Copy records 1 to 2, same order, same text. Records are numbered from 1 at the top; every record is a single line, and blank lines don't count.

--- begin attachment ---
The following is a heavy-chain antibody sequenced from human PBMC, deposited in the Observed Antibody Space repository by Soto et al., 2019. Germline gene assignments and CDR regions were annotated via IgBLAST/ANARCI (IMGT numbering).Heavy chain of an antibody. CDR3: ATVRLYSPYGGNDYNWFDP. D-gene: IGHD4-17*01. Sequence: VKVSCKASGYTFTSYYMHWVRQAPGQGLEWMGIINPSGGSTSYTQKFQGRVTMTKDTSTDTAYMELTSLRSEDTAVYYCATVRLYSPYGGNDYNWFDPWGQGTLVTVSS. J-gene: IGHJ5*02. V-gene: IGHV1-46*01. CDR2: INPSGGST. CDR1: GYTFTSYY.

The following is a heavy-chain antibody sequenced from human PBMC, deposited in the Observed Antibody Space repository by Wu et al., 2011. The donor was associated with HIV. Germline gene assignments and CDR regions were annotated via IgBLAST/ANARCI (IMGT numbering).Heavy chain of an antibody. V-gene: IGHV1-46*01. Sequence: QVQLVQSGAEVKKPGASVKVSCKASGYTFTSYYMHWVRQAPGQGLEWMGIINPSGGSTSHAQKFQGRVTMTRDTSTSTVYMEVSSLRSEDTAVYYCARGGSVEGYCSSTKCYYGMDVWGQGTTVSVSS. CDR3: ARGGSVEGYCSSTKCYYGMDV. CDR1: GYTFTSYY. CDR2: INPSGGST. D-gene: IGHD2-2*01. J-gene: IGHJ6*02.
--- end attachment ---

The following is a heavy-chain antibody sequenced from human PBMC, deposited in the Observed Antibody Space repository by Soto et al., 2019. Germline gene assignments and CDR regions were annotated via IgBLAST/ANARCI (IMGT numbering).Heavy chain of an antibody. CDR3: ATVRLYSPYGGNDYNWFDP. D-gene: IGHD4-17*01. Sequence: VKVSCKASGYTFTSYYMHWVRQAPGQGLEWMGIINPSGGSTSYTQKFQGRVTMTKDTSTDTAYMELTSLRSEDTAVYYCATVRLYSPYGGNDYNWFDPWGQGTLVTVSS. J-gene: IGHJ5*02. V-gene: IGHV1-46*01. CDR2: INPSGGST. CDR1: GYTFTSYY.

The following is a heavy-chain antibody sequenced from human PBMC, deposited in the Observed Antibody Space repository by Wu et al., 2011. The donor was associated with HIV. Germline gene assignments and CDR regions were annotated via IgBLAST/ANARCI (IMGT numbering).Heavy chain of an antibody. V-gene: IGHV1-46*01. Sequence: QVQLVQSGAEVKKPGASVKVSCKASGYTFTSYYMHWVRQAPGQGLEWMGIINPSGGSTSHAQKFQGRVTMTRDTSTSTVYMEVSSLRSEDTAVYYCARGGSVEGYCSSTKCYYGMDVWGQGTTVSVSS. CDR3: ARGGSVEGYCSSTKCYYGMDV. CDR1: GYTFTSYY. CDR2: INPSGGST. D-gene: IGHD2-2*01. J-gene: IGHJ6*02.